Buying Options

$20 on Amazon

Tripp Lite Protect It 3-Outlet Surge Protector

The same thing, but a different brand

This strip is functionally identical to the Accell Away or Accell Home, but it comes in a different color and brand.

Buying Options

$16 at Amazon

Great also

Tripp Lite Protect it 3-Outlet Travel-Size Surge Protector

More surge protection with a cord

The only portable option that we tested had reliable surge protection is this slightly longer strip. Although the 18-inch cord is slightly bulkier than other models, it offers more flexibility and protection than models that plug directly into an outlet.

Buying Options

$22 at Dell

Great also

Allocacoc PowerCube ReWirable USB

For traveling abroad

The PowerCube charger offers convenient options for international travel with four international plugs as well as a protection rating between 100 and 250 volts.

Buying Options

$35 on Amazon

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Why you should put your faith in us

Sarah Witman is a science writer who has worked in the field for seven years. She covers everything from satellite remote sensing to particle physics. She has covered USB power banks for smartphones and tablets, portable chargers to charge USB- or AC-powered laptops and portable power stations for households.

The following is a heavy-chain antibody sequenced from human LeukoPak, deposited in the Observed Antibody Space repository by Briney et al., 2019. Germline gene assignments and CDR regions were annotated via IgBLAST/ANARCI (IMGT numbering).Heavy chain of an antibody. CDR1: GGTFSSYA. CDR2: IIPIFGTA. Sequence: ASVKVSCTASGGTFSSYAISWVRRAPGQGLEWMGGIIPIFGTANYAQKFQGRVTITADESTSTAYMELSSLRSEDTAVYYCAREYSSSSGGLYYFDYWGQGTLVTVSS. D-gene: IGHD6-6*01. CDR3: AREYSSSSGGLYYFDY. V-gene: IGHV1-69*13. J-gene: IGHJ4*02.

Lee Johnson, a consulting engineer with more than 10 years experience in designing and testing electrical components, performed our surge tests in 2017 and 2020.

This is who this is

It’s great to have a portable power strip while on the road. In places such as airports or hotels where there are few outlets, having access to extra outlets can prove invaluable. It can make a difference whether you are able to charge your devices on the plane or struggling to get the last 10 percent charged over a long flight.

A power strip, in general, is just an accessory that adds additional outlets. A surge protector adds protection against power surges. The majority of portable surge protectors are not long-term protection and can only be used as a nameplate. Any models with surge protection comparable to what you would expect from a full size surge protector have been highlighted.

A multiport USB wall charging station is a good choice if you don’t worry about surges and the damage they can do to USB-powered devices. You can also use a high capacity power bank to bypass wall outlets.

How did we pick?

The white Accell Home or Away Surge Protector, the black Tripp Lite Protect it 3-Outlet Surge Protection, and the PowerCube ReWirable USB all have roughly equal sizes. The Tripp Lite Protect it 3-Outlet Travel Size Surge Protector (bottom), has a cord, and is slightly larger. Photo: Rozette Rago

We couldn’t find any useful reviews on travel power strips from professionals so we created our own criteria.